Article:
Brought to you as a public service of the Open Spectrum Foundation (Stichting Open Spectrum), Amsterdam - Prague
"Within Australia there is no licence exempt spectrum... With respect to 2.4 GHz and 5.8 GHz, these bands are made available for [Wireless Access Services] under a class licence... Class licences are not issued to individuals and no licence fees are payable..." ---from The Implications of WiMAX for Competition and Regulation by Taylor Reynolds, OECD, 2005
The Australian Communications and Media Authority's Class Licences page.
Australia's Open Spectrum mailing list - launched in July 2006 to facilitate the founding of a legal entity to succeed the Community Spectrum Taskforce, organize a conference in 2007, and undertake other activities.
Section 47 of the Radiocommunications Act of 1992 says that "a person must not, without reasonable excuse, have a radiocommunications device in his or her possession for the purpose of operating the device otherwise than as authorised by: (a) a spectrum licence; or (b) an apparatus licence; or (c) a class licence..." Note that this criminalizes mere possession of an unlicensed radio with up to 2 years in jail even if the device has never been turned on!
"The radio manufacturing industry in Australia, led by George Fisk of AWA, lobbied the Government for the introduction of radio broadcasting in these early years. In May 1923 the Government finally called a conference of the main players. This led to the sealed set regulations where stations could be licensed to broadcast and then sell sets to 'listeners-in'. The receiving device would be set to receive only that station. 2FC in Sydney was the first to be licensed on 1st July 1923...
"However the sealed set scheme wasn't taken to by listeners, only 1400 people took out sealed set licences in the first 6 months of 1924. It was quite easy to avoid the licence fee by building your own set or modifying one you'd bought to receive more than one station...
"The industry realized it had shot itself in the foot with the sealed set scheme. It lobbied the Government to introduce a two tiered system, the 'A' licences to be largely financed by listeners' licence fees imposed and collected by the Government and 'B' class licences to be offered to anyone else who wanted to have a go. The B stations would have to generate their own revenue through advertising. 'A' class stations could advertise too but few did.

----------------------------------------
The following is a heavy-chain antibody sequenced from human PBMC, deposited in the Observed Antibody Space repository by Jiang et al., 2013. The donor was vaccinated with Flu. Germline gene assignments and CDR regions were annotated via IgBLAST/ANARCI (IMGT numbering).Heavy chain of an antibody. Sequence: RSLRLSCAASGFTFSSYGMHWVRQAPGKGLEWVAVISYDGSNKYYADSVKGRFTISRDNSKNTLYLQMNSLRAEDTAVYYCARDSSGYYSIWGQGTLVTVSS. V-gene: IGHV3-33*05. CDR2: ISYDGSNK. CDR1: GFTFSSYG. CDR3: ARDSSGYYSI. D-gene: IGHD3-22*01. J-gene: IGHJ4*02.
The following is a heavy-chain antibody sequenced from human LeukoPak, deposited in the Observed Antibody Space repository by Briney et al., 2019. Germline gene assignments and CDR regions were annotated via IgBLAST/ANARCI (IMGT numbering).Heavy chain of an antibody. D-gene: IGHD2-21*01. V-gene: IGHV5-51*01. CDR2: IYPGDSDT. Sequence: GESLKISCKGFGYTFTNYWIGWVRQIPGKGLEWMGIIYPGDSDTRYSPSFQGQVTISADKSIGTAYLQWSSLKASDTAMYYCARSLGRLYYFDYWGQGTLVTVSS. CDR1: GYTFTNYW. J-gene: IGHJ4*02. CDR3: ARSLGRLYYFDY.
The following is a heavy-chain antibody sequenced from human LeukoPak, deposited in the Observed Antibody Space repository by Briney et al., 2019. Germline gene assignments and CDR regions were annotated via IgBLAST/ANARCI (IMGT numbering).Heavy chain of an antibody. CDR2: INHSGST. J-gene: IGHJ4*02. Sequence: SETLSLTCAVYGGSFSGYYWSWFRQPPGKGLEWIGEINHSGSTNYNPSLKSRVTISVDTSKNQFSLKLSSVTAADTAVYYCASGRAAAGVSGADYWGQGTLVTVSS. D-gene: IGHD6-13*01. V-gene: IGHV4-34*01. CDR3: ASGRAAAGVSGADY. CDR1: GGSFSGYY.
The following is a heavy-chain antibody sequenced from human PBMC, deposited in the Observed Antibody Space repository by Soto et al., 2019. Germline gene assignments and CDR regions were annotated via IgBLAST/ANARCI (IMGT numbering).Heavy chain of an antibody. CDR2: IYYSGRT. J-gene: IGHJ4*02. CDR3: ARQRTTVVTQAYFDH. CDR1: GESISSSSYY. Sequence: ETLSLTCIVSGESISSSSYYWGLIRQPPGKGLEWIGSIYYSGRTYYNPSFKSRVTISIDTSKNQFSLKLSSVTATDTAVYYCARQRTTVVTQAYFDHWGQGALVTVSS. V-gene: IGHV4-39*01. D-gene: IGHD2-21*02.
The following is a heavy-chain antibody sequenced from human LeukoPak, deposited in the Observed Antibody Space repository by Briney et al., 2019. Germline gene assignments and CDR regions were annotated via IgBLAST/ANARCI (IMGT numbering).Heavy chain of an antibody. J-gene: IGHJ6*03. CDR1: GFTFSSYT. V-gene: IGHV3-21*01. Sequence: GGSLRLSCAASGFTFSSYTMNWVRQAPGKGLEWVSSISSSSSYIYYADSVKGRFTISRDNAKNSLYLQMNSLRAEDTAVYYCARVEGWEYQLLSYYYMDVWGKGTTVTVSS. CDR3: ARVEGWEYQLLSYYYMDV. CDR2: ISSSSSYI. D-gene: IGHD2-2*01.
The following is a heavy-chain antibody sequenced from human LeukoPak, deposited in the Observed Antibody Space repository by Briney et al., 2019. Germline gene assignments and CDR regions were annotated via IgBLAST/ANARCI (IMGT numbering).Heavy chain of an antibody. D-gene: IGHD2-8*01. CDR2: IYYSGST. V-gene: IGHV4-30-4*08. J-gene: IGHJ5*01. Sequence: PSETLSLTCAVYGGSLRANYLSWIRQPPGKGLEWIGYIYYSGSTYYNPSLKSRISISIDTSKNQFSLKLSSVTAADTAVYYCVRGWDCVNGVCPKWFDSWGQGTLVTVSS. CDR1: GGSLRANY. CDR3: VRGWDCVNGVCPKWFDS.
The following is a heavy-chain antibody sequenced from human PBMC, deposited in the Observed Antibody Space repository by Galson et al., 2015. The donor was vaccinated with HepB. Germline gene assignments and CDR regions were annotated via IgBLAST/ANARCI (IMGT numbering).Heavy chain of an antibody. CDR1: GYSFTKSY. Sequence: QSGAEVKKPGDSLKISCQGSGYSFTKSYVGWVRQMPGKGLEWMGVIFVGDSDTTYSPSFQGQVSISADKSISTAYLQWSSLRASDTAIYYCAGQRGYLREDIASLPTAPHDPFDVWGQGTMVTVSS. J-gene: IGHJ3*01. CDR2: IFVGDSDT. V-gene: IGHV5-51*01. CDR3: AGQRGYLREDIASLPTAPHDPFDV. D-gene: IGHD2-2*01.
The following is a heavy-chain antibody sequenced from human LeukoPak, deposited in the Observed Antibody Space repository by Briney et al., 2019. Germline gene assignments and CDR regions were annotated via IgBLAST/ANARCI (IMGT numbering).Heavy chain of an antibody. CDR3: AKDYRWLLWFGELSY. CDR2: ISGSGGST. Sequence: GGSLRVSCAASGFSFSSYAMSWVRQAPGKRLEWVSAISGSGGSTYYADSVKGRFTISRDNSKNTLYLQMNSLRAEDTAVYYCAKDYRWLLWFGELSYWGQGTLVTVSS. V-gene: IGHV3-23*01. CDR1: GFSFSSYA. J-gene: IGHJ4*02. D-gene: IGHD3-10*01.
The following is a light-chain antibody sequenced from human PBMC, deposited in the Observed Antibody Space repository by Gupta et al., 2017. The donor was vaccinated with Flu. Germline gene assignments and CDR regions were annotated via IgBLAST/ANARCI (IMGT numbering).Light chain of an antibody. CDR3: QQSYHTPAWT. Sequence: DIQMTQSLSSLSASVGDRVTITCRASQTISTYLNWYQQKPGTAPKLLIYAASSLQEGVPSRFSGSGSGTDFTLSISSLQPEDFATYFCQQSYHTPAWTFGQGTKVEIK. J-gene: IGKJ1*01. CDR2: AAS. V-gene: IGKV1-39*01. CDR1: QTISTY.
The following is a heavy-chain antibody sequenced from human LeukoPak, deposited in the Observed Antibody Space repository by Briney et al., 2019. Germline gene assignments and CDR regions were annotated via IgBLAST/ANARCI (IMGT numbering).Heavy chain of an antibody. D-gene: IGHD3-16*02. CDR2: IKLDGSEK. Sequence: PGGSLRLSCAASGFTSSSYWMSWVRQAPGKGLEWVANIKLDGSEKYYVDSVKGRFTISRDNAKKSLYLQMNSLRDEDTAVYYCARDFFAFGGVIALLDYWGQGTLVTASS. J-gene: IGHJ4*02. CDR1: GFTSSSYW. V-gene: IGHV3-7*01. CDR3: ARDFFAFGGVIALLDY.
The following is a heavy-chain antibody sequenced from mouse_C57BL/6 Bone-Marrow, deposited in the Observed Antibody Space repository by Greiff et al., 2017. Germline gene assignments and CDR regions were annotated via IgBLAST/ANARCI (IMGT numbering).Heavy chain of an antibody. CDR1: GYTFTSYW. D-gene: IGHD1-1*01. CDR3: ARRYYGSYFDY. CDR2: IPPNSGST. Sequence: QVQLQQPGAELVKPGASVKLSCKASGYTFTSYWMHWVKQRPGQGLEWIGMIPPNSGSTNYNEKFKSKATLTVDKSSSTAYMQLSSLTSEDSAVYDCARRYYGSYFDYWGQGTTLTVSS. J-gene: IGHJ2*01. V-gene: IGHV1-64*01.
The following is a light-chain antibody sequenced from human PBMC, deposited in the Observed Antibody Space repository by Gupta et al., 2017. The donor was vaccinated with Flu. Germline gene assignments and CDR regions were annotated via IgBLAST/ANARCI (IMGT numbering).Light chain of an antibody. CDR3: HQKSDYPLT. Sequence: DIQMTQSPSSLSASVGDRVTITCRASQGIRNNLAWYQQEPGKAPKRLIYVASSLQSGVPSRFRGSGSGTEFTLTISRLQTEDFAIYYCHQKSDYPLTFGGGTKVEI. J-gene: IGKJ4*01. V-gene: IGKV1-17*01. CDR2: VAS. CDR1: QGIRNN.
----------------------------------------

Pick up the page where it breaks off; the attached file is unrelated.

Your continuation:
"By July 1924 the Government accepted this compromise proposal... The 'A' class stations were the original sealed set stations plus one in each other capital city... By the end of 1924 the number of listener licences was close to 40,000. It doubled to 80,000 by the end of 1925. The two tier system was working..."
The National ICT Centre's Gigabit Wireless project: "CSIRO is utilising the millimetre-wave spectrum above 55 GHz, which makes data speeds of 10 Gbps or more possible..."
"CSIRO speeds wireless chip to 80 gigabits per second," by Mitchell Bingemann, ComputerWorld, 13 April 2007. The Commonwealth Scientific and Industrial Research Organisation (CSIRO) is developing an integrated circuit for wireless transmission, mixing and amplification in the 180-220GHz band that relays data at 80GB/s. It claims the chip is "more cost and power efficient than current wireless chips [and] can be used in both indoor and outdoor wireless networking. Although signal strength in mm-wave chips can be affected by fog, rain and cloudy conditions, Guo said the improved data transfer rates and enhanced efficiency means signals could travel further and with superior direction than current mm-wave chip technologies..."
"Use of ultra wideband approved for the first time," ACMA Media release No. 24 (1 April 2004): "An application of ultra wideband (UWB) technology - a ground penetrating radar system - has been granted an interim licence by the Australian Communications Authority (ACA). This is the first time an application using UWB technology has been licensed in Australia...
"Ultra-Wideband Short-Range Radars for Automotive Applications," by Steven Forst, Tijana Zivanovic and Murray Delahoy, Radiofrequency Planning Branch Document SP 2/05 (November 2005), ACMA: "The 24 and 79 GHz bands have been identified for possible use by UWB automotive radars. However, because 79 GHz band technology is less developed, and is currently much more expensive, it has been argued that introduction of UWB SRR should be in the 24 GHz band... This report examines overseas regulatory frameworks and contains compatibility studies
between UWB SRR systems and potentially affected radiocommunications services and systems. The report concludes by recommending a radiocommunications [class] licensing arrangement that could support the use of these systems in Australia..."